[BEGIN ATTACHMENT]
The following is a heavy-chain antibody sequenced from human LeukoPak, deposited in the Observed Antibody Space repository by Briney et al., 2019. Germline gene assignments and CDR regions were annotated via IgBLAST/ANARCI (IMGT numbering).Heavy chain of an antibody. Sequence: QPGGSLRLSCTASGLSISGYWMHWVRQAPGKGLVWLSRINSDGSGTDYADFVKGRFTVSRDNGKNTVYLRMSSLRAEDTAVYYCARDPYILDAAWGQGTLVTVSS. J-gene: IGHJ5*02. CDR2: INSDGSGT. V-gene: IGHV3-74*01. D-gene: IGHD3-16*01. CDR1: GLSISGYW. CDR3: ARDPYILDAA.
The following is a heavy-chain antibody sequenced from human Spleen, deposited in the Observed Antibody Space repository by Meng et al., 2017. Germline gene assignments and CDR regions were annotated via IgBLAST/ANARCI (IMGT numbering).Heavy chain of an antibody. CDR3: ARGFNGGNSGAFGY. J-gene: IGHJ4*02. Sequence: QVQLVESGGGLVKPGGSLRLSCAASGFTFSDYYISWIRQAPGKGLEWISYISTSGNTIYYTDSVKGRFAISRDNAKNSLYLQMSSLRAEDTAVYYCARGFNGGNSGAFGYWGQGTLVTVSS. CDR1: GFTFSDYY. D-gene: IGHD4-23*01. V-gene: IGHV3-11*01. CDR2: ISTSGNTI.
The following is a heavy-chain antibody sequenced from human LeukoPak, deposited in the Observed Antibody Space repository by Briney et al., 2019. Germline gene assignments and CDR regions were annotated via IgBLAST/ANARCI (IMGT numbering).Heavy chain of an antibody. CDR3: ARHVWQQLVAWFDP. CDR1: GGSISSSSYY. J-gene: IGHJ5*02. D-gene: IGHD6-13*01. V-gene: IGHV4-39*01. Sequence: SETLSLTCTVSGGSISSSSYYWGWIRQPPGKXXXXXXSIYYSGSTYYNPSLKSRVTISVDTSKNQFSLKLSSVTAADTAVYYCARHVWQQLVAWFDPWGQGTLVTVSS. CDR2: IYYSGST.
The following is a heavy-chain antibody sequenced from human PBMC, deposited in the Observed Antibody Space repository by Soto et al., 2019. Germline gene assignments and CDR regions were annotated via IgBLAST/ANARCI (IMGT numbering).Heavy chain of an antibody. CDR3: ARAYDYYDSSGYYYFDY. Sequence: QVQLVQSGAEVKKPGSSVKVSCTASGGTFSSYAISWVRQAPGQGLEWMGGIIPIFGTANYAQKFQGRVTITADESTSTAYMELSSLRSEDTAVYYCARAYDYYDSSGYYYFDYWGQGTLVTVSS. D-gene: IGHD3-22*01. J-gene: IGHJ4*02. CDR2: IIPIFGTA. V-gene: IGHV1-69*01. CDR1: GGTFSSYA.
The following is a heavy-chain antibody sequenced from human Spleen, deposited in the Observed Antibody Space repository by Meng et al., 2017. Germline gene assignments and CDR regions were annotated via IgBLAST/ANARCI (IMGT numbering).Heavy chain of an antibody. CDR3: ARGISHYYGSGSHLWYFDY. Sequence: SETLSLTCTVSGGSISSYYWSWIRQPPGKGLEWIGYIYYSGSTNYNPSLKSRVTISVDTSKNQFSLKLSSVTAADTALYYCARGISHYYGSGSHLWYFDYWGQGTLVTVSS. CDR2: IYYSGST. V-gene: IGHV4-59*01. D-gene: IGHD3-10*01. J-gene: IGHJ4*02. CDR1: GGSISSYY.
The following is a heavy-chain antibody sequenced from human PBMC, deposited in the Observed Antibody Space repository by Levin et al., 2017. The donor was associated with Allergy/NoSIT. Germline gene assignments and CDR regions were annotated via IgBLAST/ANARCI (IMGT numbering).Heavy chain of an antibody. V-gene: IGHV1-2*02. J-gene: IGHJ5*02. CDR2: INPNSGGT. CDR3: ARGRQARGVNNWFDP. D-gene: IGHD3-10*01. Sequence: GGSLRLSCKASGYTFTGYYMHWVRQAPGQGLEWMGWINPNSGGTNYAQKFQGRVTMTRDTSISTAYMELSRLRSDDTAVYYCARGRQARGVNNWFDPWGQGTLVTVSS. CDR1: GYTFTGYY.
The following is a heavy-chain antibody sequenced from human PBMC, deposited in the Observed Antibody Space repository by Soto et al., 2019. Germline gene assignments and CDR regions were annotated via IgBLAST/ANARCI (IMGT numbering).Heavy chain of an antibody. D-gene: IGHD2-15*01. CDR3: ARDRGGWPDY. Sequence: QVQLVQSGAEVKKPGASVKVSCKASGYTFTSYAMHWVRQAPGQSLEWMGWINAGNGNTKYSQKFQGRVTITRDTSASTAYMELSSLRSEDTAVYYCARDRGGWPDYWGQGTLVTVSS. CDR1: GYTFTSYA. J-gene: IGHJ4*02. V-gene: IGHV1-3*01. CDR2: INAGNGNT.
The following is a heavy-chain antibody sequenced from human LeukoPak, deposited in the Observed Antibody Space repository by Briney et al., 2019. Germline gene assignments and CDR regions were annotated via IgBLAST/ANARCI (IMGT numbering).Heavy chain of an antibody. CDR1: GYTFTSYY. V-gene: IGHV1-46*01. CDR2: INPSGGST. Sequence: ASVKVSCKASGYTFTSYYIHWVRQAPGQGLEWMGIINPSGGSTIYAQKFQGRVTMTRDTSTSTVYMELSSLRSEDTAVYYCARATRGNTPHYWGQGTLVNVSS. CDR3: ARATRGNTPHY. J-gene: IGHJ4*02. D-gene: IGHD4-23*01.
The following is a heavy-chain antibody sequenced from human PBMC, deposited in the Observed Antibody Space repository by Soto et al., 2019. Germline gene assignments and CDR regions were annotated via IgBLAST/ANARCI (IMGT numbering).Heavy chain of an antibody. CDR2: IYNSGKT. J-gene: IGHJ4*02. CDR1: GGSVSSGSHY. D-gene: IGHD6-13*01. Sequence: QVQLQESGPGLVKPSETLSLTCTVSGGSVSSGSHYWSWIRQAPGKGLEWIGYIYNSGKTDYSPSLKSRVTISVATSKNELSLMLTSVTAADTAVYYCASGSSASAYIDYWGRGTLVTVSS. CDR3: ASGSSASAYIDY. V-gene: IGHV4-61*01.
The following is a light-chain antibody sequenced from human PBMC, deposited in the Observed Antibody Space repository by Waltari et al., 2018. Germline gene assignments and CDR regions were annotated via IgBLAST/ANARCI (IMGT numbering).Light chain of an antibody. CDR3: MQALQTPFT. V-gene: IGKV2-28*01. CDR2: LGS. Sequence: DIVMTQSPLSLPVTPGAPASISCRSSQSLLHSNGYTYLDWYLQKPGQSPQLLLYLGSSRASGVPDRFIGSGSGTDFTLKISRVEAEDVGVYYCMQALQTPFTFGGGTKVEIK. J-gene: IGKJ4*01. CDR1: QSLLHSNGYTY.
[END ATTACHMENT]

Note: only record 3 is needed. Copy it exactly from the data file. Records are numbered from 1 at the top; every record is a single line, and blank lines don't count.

The following is a heavy-chain antibody sequenced from human LeukoPak, deposited in the Observed Antibody Space repository by Briney et al., 2019. Germline gene assignments and CDR regions were annotated via IgBLAST/ANARCI (IMGT numbering).Heavy chain of an antibody. CDR3: ARHVWQQLVAWFDP. CDR1: GGSISSSSYY. J-gene: IGHJ5*02. D-gene: IGHD6-13*01. V-gene: IGHV4-39*01. Sequence: SETLSLTCTVSGGSISSSSYYWGWIRQPPGKXXXXXXSIYYSGSTYYNPSLKSRVTISVDTSKNQFSLKLSSVTAADTAVYYCARHVWQQLVAWFDPWGQGTLVTVSS. CDR2: IYYSGST.